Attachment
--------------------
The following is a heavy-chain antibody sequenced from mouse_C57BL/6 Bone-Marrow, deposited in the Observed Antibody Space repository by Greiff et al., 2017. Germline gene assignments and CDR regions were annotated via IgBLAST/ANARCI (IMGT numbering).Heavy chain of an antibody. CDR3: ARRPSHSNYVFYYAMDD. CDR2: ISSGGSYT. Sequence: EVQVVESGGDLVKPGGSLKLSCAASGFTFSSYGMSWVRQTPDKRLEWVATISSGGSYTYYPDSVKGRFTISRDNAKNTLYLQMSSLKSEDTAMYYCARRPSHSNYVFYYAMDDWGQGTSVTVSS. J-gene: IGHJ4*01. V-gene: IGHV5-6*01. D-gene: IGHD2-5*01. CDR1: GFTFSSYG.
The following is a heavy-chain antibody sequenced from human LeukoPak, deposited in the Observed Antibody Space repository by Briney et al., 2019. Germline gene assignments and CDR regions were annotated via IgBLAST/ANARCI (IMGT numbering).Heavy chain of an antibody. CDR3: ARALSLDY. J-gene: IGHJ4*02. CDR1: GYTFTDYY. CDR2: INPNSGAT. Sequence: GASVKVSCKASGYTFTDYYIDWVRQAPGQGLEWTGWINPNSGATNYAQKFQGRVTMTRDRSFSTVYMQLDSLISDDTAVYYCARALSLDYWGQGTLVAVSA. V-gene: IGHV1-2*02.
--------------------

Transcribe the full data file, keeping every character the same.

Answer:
The following is a heavy-chain antibody sequenced from mouse_C57BL/6 Bone-Marrow, deposited in the Observed Antibody Space repository by Greiff et al., 2017. Germline gene assignments and CDR regions were annotated via IgBLAST/ANARCI (IMGT numbering).Heavy chain of an antibody. CDR3: ARRPSHSNYVFYYAMDD. CDR2: ISSGGSYT. Sequence: EVQVVESGGDLVKPGGSLKLSCAASGFTFSSYGMSWVRQTPDKRLEWVATISSGGSYTYYPDSVKGRFTISRDNAKNTLYLQMSSLKSEDTAMYYCARRPSHSNYVFYYAMDDWGQGTSVTVSS. J-gene: IGHJ4*01. V-gene: IGHV5-6*01. D-gene: IGHD2-5*01. CDR1: GFTFSSYG.
The following is a heavy-chain antibody sequenced from human LeukoPak, deposited in the Observed Antibody Space repository by Briney et al., 2019. Germline gene assignments and CDR regions were annotated via IgBLAST/ANARCI (IMGT numbering).Heavy chain of an antibody. CDR3: ARALSLDY. J-gene: IGHJ4*02. CDR1: GYTFTDYY. CDR2: INPNSGAT. Sequence: GASVKVSCKASGYTFTDYYIDWVRQAPGQGLEWTGWINPNSGATNYAQKFQGRVTMTRDRSFSTVYMQLDSLISDDTAVYYCARALSLDYWGQGTLVAVSA. V-gene: IGHV1-2*02.